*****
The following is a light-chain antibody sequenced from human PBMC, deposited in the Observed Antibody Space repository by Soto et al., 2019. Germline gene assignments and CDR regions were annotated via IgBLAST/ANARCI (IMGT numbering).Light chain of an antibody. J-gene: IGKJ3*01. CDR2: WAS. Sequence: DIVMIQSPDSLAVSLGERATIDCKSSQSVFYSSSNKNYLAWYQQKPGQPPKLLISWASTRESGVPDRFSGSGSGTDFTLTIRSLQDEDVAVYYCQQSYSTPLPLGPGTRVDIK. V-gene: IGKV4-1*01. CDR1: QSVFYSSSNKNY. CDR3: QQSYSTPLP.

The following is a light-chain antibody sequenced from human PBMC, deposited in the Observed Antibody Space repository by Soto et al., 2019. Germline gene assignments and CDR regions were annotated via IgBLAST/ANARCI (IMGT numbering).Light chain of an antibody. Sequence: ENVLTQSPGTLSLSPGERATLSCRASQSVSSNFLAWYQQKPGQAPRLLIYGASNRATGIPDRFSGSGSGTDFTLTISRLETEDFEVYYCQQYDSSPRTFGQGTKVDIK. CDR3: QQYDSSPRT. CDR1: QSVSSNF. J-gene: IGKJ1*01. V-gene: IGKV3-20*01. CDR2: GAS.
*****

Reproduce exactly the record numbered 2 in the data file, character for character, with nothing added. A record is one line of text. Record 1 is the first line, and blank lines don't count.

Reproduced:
The following is a light-chain antibody sequenced from human PBMC, deposited in the Observed Antibody Space repository by Soto et al., 2019. Germline gene assignments and CDR regions were annotated via IgBLAST/ANARCI (IMGT numbering).Light chain of an antibody. Sequence: ENVLTQSPGTLSLSPGERATLSCRASQSVSSNFLAWYQQKPGQAPRLLIYGASNRATGIPDRFSGSGSGTDFTLTISRLETEDFEVYYCQQYDSSPRTFGQGTKVDIK. CDR3: QQYDSSPRT. CDR1: QSVSSNF. J-gene: IGKJ1*01. V-gene: IGKV3-20*01. CDR2: GAS.